- Both corns and calluses are areas of thickened skin. They form when something repeatedly irritates one area of your foot.
- Calluses are flat and may cover a large area. We commonly see them on heels and the balls of the feet.
- Corns are thicker and deeper and cover a smaller area, such as the top or side of a toe. You can develop a corn from shoes that are too tight, toes that overlap each other, or a toe deformity such as a hammertoe that continually rubs against your shoe.
How to treat a corn or callus at home
Calluses and corns are not particularly worrisome if they don’t bother you. If you’d like to eliminate them purely for cosmetic reasons, first soften them in warm, soapy water. Then, use a pumice stone or foot file to gently rub the dead skin away, layer by layer. Don’t rub it with force and never cut it with a razor. Finally, consider changing the style of shoes you’re wearing to see if you can reduce pressure on those areas and prevent them from getting worse.
When to worry about a corn or callus
Sometimes these irritated areas of skin do become large and painful. You may find it difficult to wear certain types of shoes. You may have pain when walking. If the pain is bad enough, you may change your gait and begin to cause knee, hip, or back problems.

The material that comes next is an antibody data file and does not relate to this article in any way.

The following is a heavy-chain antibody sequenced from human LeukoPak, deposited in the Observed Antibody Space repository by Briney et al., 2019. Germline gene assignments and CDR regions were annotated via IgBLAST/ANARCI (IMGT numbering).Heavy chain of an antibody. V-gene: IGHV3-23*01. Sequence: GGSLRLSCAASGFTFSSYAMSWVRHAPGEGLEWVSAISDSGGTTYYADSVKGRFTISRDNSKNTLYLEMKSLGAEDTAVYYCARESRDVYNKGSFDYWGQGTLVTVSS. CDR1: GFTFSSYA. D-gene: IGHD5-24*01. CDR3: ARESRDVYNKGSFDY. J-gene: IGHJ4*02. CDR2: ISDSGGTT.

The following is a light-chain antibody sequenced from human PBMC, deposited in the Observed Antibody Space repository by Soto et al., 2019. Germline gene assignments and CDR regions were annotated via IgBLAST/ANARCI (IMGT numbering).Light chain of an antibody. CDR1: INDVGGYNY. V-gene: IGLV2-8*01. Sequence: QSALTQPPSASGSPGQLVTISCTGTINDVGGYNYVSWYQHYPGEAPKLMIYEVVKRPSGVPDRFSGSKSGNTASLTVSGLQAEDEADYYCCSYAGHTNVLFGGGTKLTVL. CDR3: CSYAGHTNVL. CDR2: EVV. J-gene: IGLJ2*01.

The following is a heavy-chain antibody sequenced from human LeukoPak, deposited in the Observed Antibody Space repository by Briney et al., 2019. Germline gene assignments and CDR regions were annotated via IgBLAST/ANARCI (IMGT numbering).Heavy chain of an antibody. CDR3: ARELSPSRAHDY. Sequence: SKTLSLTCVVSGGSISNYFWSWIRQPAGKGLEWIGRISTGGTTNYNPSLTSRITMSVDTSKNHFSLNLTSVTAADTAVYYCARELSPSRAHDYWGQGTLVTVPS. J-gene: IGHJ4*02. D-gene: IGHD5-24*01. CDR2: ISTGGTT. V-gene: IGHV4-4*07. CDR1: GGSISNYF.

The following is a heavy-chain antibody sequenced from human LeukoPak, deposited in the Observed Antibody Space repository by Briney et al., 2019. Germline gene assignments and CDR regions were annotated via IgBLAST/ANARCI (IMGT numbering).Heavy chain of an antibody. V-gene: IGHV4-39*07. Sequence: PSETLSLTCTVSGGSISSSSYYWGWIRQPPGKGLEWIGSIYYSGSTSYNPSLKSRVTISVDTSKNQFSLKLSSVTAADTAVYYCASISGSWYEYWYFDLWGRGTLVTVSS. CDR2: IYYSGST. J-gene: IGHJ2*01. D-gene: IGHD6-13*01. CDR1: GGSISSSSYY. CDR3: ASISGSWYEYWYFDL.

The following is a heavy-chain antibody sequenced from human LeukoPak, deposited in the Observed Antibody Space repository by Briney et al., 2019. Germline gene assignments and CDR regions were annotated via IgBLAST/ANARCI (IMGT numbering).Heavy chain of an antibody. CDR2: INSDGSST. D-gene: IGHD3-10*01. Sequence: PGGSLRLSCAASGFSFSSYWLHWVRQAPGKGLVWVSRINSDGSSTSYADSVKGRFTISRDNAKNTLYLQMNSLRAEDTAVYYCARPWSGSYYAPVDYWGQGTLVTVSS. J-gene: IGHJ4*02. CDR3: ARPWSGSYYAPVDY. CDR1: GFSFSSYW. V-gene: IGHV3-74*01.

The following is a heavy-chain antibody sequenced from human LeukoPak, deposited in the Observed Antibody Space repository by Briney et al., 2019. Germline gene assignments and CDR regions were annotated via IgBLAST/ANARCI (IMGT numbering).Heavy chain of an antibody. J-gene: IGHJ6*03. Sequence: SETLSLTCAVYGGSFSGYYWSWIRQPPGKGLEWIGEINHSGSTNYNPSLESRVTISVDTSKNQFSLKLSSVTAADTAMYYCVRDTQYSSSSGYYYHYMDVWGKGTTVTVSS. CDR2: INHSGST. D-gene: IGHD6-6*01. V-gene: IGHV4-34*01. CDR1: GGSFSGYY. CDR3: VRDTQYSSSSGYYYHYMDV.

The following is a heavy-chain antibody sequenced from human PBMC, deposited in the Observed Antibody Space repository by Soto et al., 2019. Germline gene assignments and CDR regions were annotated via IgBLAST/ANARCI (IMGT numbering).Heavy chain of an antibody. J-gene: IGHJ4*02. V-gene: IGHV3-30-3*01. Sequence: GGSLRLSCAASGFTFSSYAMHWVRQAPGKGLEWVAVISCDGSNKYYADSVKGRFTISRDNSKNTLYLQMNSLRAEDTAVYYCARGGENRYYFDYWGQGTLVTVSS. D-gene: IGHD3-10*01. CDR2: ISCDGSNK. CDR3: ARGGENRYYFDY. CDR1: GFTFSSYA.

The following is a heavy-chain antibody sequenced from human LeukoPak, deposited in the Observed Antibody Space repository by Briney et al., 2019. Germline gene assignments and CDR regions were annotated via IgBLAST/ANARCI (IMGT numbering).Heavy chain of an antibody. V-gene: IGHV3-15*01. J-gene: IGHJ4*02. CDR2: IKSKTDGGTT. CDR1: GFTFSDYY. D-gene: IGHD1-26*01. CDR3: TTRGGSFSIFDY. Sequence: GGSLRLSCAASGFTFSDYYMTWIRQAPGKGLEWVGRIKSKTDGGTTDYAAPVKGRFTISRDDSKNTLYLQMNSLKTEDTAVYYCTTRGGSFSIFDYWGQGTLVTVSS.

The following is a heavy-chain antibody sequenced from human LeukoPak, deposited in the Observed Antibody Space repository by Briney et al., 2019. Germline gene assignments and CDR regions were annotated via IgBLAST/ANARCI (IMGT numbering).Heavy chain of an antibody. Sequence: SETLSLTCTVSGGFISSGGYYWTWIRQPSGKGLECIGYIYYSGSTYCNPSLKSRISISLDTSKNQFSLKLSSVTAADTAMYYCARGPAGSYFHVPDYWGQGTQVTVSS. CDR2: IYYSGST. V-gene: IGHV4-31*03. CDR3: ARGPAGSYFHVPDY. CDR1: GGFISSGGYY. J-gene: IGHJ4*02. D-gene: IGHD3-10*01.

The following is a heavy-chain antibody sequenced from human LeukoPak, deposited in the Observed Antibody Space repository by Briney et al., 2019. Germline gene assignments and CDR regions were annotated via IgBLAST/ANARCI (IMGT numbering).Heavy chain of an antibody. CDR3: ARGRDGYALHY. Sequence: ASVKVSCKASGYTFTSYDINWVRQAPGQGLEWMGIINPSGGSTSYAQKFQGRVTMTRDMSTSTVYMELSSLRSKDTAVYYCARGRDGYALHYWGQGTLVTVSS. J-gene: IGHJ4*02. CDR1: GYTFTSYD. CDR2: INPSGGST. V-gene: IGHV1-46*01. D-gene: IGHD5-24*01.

You don’t have to suffer to that point with a corn or callus. Instead contact podiatrists Dr. Megan L. Oltmann and Dr. Craig B. Frey at Foot & Ankle Associates of Cleveland which serves Cuyahoga, Summit, Portage, and Geauga Counties. They have safe, sanitary methods to trim down corns and calluses and make you more comfortable. Custom orthotic shoe inserts that relieve pressure may be a good option, too.
If you have diabetes or poor circulation, it’s best to skip home treatment and see our podiatrists instead.
For expert care of troublesome corns and calluses, call us at our office in Solon, Ohio at (440) 903-1041 or request an appointment online.